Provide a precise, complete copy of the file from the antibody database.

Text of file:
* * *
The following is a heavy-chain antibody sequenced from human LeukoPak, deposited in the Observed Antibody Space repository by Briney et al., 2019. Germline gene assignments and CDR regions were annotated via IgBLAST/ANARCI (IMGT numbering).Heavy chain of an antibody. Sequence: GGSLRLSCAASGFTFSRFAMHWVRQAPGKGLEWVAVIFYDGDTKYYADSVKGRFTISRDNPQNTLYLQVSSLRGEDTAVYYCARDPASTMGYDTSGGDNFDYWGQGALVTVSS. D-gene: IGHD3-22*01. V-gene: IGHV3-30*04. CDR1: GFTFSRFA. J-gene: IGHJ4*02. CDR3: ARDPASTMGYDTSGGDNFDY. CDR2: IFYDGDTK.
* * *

The following is a heavy-chain antibody sequenced from human LeukoPak, deposited in the Observed Antibody Space repository by Briney et al., 2019. Germline gene assignments and CDR regions were annotated via IgBLAST/ANARCI (IMGT numbering).Heavy chain of an antibody. Sequence: GGSLRLSCAASGFTFSRFAMHWVRQAPGKGLEWVAVIFYDGDTKYYADSVKGRFTISRDNPQNTLYLQVSSLRGEDTAVYYCARDPASTMGYDTSGGDNFDYWGQGALVTVSS. D-gene: IGHD3-22*01. V-gene: IGHV3-30*04. CDR1: GFTFSRFA. J-gene: IGHJ4*02. CDR3: ARDPASTMGYDTSGGDNFDY. CDR2: IFYDGDTK.